In October 2016, a coalition of Iraqi and international forces launched military operations to re-take the city of Mosul from ISIS. In response to the ensuing humanitarian crisis, the international community planned and executed a large-scale assistance operation for the inhabitants of Mosul and those fleeing the city. Under International Humanitarian Law (IHL), the responsibility for collecting and treating the war-wounded lies with the parties involved in combat. Despite initial plans that correctly placed the responsibility for trauma care with the pro-government forces, both the Iraqi and international forces ultimately abdicated this responsibility, leaving humanitarian actors to fill the void.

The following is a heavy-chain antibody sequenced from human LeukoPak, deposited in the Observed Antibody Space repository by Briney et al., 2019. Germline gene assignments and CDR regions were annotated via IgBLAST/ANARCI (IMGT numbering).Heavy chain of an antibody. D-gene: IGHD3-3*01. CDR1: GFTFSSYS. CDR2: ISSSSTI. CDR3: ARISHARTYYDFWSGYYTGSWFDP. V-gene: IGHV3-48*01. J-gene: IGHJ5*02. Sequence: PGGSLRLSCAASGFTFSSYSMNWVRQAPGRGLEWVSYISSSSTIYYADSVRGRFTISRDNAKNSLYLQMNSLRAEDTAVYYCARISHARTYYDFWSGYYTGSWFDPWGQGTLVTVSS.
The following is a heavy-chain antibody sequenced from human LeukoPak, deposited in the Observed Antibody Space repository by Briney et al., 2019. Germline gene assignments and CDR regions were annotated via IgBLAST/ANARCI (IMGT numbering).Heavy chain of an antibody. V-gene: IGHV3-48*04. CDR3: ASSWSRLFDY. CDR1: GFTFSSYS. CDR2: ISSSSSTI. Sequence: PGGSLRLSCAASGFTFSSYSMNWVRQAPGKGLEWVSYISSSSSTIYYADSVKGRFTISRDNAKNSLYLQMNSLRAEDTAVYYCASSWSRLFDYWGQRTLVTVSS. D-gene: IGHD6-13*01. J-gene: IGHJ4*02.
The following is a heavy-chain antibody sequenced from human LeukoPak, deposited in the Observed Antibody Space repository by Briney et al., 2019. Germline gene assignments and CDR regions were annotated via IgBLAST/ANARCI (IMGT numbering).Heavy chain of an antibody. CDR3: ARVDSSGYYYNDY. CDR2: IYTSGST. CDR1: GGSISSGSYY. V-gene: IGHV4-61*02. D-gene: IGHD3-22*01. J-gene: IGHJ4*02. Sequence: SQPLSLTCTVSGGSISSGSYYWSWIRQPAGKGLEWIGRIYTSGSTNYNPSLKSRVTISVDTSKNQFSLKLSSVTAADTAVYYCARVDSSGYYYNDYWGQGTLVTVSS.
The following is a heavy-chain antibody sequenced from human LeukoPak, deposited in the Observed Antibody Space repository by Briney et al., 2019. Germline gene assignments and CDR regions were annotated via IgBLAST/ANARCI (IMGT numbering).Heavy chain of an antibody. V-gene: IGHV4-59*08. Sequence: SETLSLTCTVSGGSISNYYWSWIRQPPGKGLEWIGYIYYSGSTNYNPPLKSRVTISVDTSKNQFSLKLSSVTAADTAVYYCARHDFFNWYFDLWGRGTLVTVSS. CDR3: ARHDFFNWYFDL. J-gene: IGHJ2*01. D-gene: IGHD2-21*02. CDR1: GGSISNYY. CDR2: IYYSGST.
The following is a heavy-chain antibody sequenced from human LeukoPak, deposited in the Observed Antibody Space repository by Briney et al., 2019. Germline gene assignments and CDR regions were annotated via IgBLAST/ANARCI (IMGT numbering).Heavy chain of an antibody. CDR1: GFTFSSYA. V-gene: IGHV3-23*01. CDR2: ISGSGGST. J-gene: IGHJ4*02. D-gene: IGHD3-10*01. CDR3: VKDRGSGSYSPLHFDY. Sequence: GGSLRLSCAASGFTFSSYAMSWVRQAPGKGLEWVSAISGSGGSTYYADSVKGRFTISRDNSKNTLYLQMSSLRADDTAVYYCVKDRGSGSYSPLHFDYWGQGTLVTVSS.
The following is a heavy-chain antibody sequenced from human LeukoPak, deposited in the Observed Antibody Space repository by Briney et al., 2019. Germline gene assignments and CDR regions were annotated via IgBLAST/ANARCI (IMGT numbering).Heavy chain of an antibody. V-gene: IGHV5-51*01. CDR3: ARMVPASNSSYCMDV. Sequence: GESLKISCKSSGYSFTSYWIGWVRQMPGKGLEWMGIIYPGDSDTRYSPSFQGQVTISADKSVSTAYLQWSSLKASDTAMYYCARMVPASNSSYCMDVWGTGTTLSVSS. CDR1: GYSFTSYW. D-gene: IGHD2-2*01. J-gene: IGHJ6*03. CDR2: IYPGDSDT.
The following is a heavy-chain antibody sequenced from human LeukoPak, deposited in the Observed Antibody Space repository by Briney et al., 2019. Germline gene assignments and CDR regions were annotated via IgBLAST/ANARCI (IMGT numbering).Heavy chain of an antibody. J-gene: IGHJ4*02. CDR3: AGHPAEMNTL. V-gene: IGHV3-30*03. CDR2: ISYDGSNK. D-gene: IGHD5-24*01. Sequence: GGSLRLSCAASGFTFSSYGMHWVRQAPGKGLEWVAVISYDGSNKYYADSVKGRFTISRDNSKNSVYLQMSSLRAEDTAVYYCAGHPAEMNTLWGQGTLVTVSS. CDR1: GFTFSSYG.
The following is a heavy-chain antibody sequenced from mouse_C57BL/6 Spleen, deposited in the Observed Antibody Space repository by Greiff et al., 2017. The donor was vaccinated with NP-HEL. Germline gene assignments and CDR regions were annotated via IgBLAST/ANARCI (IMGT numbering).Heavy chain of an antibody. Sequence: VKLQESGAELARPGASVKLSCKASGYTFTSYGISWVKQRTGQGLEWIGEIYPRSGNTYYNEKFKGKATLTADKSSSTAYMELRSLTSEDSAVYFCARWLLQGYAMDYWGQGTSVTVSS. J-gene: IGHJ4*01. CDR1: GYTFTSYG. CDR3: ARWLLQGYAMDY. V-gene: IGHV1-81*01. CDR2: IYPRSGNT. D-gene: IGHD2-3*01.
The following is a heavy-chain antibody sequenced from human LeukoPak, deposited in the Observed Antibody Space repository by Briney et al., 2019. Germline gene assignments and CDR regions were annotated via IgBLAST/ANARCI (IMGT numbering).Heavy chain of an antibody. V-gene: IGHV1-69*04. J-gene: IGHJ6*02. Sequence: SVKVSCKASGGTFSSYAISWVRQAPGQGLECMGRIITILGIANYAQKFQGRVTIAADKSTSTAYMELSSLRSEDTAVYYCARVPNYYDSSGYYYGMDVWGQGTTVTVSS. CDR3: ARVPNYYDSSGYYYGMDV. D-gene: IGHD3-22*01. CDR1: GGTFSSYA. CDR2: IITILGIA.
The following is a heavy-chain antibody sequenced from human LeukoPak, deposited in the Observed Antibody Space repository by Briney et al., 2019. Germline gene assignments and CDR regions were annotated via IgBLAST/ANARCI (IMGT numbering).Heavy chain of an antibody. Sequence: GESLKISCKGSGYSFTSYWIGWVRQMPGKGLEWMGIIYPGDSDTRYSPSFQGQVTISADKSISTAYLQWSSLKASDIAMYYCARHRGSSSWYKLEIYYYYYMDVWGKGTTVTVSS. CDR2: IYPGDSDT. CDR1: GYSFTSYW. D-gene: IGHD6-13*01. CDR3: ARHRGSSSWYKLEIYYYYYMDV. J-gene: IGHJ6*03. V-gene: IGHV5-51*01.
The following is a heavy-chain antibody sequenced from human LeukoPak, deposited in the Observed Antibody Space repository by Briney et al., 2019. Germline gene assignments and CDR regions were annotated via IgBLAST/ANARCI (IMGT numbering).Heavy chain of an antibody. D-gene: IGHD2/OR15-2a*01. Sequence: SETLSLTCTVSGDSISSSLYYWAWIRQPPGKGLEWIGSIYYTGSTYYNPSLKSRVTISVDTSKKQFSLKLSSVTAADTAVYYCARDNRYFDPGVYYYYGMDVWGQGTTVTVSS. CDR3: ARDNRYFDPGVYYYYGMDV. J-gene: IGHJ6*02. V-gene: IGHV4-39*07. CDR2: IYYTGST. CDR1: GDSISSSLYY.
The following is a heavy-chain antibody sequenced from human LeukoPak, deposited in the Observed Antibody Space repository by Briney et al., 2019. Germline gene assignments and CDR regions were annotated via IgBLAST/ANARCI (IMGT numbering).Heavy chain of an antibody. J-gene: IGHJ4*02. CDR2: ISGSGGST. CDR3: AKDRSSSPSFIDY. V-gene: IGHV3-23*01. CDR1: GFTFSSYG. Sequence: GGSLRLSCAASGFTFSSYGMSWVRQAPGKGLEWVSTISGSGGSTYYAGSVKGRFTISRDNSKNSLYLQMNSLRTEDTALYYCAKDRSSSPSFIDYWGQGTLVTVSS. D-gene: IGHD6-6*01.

Recognising the ongoing nature of similar military operations in the region and seeking to learn from the Mosul experience, MSF commissioned Humanitarian Outcomes to conduct an independent review of the trauma response to facilitate reflection within MSF and externally within the sector. Recognizing there are no easy answers to the complex problems facing humanitarians in conflicts, the review presents the available evidence and provides analysis aimed to inform difficult decisions over how to provide impartial medical assistance in conflict zones.